Activities included canoeing, building a nesting box and making crazy candles. At the REF display we ran our usual activities including the water bugs activity. In this activity we provide containers of pond water with their creatures including aquatic insects, insect larvae, freshwater prawns, snails and the occasional fish. The goal for the participant is to catch the creature with a spoon and place it into an ice cube tray so they can identify their catch. It’s amazing how engaged they become enjoying the challenge of catching as many different critters as possible. There is something about a pond – you never know what you might catch!
At REF we know this activity is always a popular way of engaging the public and we were aware that there have always been a number of local ponds at Osprey House. However, our plans went awry when we got there and found that a large pond at the end of Henry Street had been filled in! After a slight panic we ended up at Mango Hill before we could find a freshwater pond.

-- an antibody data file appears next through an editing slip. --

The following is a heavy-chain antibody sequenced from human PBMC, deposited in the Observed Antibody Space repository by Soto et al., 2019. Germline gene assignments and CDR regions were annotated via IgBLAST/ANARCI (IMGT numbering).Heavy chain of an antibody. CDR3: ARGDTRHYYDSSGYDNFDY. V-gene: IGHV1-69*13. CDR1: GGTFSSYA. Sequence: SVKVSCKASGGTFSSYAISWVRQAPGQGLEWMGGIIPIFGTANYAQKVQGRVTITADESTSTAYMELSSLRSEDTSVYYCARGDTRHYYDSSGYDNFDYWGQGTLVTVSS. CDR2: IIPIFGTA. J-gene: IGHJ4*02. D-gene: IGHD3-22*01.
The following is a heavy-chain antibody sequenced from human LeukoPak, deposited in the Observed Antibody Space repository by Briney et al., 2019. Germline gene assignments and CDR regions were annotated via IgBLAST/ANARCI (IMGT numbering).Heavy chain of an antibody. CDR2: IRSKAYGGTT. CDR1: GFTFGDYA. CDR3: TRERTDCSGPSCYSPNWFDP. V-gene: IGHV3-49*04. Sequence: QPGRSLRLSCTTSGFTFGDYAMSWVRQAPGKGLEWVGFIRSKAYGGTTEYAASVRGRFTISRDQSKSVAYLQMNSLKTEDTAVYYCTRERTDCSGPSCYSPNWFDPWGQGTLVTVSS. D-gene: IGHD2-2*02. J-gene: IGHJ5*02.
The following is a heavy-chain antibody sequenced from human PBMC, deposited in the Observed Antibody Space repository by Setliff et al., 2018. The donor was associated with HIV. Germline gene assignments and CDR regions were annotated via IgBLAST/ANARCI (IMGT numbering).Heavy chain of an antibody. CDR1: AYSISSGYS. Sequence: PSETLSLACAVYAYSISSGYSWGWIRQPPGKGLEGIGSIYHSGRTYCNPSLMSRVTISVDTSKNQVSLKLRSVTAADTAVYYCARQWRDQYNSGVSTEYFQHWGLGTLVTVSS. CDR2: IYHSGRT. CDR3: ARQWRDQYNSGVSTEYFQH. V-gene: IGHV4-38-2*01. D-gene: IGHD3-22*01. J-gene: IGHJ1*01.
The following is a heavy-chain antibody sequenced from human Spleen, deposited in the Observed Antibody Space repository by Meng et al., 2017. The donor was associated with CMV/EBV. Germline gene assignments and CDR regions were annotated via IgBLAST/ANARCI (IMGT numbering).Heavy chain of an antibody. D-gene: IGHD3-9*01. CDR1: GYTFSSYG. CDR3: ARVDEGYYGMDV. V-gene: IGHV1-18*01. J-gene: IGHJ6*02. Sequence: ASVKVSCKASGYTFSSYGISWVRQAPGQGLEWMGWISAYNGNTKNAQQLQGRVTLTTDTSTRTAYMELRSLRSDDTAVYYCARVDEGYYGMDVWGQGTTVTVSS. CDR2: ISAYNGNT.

Perhaps some of the high levels of engagement in the water bugs activity is due to the loss of creeks and ponds in our urban areas. They have been replaced by drains and culverts or just plain filled in. Consequently there are fewer opportunities for kids to explore their neighbourhood, catch tadpoles, fish and just connect with and value nature. Perhaps accessibility is the key to environmental education. If this is the case then Green Army projects like Hays Inlet where our wetlands and wildlife are more accessible to people is a key strategy for engaging all of our community.